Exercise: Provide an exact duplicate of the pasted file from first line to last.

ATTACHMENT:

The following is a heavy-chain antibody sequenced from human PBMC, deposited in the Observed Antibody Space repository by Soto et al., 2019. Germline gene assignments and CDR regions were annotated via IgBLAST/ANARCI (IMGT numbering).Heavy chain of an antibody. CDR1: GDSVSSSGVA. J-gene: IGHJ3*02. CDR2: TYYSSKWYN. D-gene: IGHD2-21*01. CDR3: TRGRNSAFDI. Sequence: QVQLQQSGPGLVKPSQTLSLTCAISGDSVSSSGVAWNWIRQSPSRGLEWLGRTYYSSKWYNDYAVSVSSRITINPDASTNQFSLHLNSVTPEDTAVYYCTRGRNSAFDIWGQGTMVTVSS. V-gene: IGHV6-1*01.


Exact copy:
The following is a heavy-chain antibody sequenced from human PBMC, deposited in the Observed Antibody Space repository by Soto et al., 2019. Germline gene assignments and CDR regions were annotated via IgBLAST/ANARCI (IMGT numbering).Heavy chain of an antibody. CDR1: GDSVSSSGVA. J-gene: IGHJ3*02. CDR2: TYYSSKWYN. D-gene: IGHD2-21*01. CDR3: TRGRNSAFDI. Sequence: QVQLQQSGPGLVKPSQTLSLTCAISGDSVSSSGVAWNWIRQSPSRGLEWLGRTYYSSKWYNDYAVSVSSRITINPDASTNQFSLHLNSVTPEDTAVYYCTRGRNSAFDIWGQGTMVTVSS. V-gene: IGHV6-1*01.